This leads to a strange reality in those cities: Police are cracking down on the sale of legitimate iPads, while counterfeit iPads based on Apple’s stolen intellectual property are sold freely in the same stores.

Welcome to China.

Worse, the Proview is trying to prevent iPads manufactured in China from leaving the country for sale around the world.

Legal experts say the company is unlikely to succeed in blocking exports. But the reason is unsettling: it’s because Apple is popular in China.

Government authorities said that it “will be difficult to implement a ban because many Chinese consumers love Apple products,” Proview’s chief told the Reuters news agency.

In other words, legal rulings in China are arbitrary, and subject to fickle and unpredictable factors.

Today, Apple is popular in China. But if some future scandal makes them unpopular, the company could be blackmailed and its manufactured goods held hostage.

China’s Incompatible Worker Culture

Apple is currently being raked over the coals about worker abuse in Chinese factories by human rights organizations like New York-based China Labor Watch.

In fact, factory conditions can be very rough. Some workers have committed suicide, and Apple itself has discovered the employment of child laborers.

Apple recently launched what CEO Tim Cook called “probably the most detailed factory audit in the history of mass manufacturing.”

Critics like to pretend that Apple is some evil overlord abusing Chinese workers. The truth is that Apple has simply failed to overcome pre-existing worker conditions in that country.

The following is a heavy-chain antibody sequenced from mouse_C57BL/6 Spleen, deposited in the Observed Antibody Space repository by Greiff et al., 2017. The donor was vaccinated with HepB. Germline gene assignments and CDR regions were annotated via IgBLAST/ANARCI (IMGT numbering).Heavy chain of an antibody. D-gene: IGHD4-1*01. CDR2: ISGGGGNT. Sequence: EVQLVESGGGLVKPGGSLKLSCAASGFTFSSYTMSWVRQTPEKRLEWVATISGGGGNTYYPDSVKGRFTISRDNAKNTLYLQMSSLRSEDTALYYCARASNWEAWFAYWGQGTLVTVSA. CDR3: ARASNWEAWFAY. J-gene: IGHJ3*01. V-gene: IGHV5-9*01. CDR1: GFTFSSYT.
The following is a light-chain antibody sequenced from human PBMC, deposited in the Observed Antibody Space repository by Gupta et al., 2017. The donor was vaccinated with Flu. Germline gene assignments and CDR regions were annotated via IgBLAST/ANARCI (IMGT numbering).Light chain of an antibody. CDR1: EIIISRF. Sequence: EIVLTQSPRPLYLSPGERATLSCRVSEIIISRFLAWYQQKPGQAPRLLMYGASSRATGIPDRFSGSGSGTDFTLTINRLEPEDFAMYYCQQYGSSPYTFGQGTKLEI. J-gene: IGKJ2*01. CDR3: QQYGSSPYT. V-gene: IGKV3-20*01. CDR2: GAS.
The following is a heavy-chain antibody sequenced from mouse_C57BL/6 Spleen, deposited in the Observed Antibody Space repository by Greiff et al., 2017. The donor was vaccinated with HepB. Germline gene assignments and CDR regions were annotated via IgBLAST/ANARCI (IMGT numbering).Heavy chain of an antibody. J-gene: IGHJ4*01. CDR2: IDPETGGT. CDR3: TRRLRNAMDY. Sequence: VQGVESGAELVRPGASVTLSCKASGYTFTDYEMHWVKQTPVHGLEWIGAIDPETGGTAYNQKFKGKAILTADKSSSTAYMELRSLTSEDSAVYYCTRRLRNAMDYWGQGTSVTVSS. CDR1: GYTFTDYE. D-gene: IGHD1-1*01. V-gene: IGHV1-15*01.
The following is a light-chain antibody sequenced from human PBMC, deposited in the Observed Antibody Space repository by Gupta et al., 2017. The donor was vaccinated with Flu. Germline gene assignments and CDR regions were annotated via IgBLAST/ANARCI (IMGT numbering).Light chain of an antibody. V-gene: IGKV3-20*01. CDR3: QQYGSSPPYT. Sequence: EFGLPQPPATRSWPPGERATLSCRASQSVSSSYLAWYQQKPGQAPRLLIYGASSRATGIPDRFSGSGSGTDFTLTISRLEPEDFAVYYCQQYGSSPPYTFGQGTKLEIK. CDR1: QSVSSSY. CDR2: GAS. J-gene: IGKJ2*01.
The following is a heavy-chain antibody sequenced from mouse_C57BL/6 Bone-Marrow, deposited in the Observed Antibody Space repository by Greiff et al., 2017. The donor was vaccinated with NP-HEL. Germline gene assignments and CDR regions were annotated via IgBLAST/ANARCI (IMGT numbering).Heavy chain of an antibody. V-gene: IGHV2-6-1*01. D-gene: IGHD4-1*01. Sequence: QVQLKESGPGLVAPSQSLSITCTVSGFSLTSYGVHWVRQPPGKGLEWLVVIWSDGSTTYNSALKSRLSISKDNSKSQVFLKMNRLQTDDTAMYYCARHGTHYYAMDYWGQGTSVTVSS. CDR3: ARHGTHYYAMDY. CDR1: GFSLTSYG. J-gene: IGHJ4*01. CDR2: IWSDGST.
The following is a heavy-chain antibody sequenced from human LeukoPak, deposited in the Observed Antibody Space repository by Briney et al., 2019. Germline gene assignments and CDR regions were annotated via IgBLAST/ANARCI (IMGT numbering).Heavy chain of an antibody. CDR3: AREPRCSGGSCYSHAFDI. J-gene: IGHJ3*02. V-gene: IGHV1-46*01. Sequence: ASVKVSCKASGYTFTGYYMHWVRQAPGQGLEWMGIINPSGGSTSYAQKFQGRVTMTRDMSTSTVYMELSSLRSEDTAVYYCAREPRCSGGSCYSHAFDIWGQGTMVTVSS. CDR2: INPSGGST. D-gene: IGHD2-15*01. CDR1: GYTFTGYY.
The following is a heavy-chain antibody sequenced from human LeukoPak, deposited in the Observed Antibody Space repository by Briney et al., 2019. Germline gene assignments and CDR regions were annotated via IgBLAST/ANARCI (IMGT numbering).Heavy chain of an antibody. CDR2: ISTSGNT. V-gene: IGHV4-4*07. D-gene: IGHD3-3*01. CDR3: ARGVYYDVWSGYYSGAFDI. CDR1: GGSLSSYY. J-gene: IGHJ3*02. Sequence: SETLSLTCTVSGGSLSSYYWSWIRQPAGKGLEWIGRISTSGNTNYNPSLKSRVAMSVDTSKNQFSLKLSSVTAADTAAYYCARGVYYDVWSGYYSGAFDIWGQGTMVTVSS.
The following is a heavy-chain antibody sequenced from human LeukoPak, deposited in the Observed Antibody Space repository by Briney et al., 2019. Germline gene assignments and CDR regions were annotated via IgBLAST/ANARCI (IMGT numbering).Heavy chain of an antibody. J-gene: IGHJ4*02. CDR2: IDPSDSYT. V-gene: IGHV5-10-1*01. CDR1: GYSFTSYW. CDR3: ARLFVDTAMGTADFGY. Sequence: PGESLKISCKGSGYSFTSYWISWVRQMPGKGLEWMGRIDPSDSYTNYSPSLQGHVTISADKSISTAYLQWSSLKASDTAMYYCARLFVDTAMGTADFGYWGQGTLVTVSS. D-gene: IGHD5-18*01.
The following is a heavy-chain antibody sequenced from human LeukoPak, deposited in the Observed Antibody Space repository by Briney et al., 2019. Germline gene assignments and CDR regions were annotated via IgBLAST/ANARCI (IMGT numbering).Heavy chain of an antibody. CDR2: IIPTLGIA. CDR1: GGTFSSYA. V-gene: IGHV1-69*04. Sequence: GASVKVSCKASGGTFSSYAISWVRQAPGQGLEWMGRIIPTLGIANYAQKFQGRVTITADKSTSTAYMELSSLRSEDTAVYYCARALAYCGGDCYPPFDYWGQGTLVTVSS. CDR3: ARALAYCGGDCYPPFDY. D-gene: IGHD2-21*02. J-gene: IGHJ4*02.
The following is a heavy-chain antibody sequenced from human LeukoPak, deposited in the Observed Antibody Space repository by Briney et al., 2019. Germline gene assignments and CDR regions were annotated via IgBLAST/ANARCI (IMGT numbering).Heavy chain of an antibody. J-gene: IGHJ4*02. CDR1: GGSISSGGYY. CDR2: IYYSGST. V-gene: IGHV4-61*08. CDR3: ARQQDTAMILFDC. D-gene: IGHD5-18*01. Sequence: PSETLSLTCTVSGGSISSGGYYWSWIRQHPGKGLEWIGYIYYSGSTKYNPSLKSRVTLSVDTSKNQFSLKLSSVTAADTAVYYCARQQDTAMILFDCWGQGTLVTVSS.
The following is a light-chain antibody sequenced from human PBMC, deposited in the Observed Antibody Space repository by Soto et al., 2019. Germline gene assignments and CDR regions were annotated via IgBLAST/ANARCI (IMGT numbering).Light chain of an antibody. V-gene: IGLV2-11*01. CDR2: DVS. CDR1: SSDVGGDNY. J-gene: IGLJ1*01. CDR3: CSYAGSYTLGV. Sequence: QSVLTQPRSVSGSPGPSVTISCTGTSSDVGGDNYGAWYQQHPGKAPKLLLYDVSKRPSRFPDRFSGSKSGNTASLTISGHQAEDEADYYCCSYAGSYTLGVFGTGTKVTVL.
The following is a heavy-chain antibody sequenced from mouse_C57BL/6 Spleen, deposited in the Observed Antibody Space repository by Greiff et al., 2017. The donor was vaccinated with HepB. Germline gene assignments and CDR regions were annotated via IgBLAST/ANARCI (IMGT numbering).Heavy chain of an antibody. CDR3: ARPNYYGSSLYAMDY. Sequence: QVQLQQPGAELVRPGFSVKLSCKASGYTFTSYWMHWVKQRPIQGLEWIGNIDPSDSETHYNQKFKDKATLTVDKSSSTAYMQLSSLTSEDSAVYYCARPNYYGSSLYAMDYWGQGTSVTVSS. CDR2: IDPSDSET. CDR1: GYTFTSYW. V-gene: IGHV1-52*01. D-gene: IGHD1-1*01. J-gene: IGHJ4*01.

The only way Apple is going to be let off the hook for abusing factory workers is to become the first company ever to create a bubble of humanity in a culture that abuses workers as just a normal part of every day business.

In fact, worker abuse is one of the key benefits to companies like Apple to manufacture in China. Apple can make a last-minute change to one of its products mere days before the scheduled manufacturing begins, and bosses roust already-exhausted workers from their beds in the middle of the night to start working round-the-clock to effect the change.

Contract manufacturers are willing to expose workers to dangerous conditions and chemicals, work them double shifts without overtime pay, and fire them if they don’t devote their lives to the cause.

Chinese worker culture is simply incompatible with Apple’s need to avoid association with worker abuse. Sure, if Apple spends enough money, slows down production enough, and micromanages everything, it might be able to protect its reputation. But all that kills the value of manufacturing in China in the first place.

Apple might as well move their factories to other countries. And that’s exactly what Apple should do.

The bottom line is that although China is a huge market where Apple products are very popular, the country is simply incompatible with Apple’s needs.